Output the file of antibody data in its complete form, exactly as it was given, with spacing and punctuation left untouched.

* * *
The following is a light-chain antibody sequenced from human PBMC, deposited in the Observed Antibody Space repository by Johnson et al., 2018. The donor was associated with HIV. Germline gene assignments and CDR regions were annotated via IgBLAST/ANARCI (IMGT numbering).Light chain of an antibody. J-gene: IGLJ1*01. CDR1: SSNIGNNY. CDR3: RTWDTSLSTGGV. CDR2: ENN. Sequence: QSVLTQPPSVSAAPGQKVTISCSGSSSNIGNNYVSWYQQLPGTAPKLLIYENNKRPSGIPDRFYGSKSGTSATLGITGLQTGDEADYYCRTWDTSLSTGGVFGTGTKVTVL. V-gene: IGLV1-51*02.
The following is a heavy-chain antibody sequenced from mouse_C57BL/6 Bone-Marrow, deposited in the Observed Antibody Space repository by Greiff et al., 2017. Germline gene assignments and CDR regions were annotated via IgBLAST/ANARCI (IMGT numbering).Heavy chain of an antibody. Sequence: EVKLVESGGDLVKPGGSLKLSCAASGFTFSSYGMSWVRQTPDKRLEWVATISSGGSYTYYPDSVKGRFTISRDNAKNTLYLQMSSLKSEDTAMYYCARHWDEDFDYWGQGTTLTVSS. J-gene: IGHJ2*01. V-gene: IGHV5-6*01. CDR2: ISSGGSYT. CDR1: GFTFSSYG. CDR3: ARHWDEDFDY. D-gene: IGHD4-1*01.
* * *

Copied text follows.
The following is a light-chain antibody sequenced from human PBMC, deposited in the Observed Antibody Space repository by Johnson et al., 2018. The donor was associated with HIV. Germline gene assignments and CDR regions were annotated via IgBLAST/ANARCI (IMGT numbering).Light chain of an antibody. J-gene: IGLJ1*01. CDR1: SSNIGNNY. CDR3: RTWDTSLSTGGV. CDR2: ENN. Sequence: QSVLTQPPSVSAAPGQKVTISCSGSSSNIGNNYVSWYQQLPGTAPKLLIYENNKRPSGIPDRFYGSKSGTSATLGITGLQTGDEADYYCRTWDTSLSTGGVFGTGTKVTVL. V-gene: IGLV1-51*02.
The following is a heavy-chain antibody sequenced from mouse_C57BL/6 Bone-Marrow, deposited in the Observed Antibody Space repository by Greiff et al., 2017. Germline gene assignments and CDR regions were annotated via IgBLAST/ANARCI (IMGT numbering).Heavy chain of an antibody. Sequence: EVKLVESGGDLVKPGGSLKLSCAASGFTFSSYGMSWVRQTPDKRLEWVATISSGGSYTYYPDSVKGRFTISRDNAKNTLYLQMSSLKSEDTAMYYCARHWDEDFDYWGQGTTLTVSS. J-gene: IGHJ2*01. V-gene: IGHV5-6*01. CDR2: ISSGGSYT. CDR1: GFTFSSYG. CDR3: ARHWDEDFDY. D-gene: IGHD4-1*01.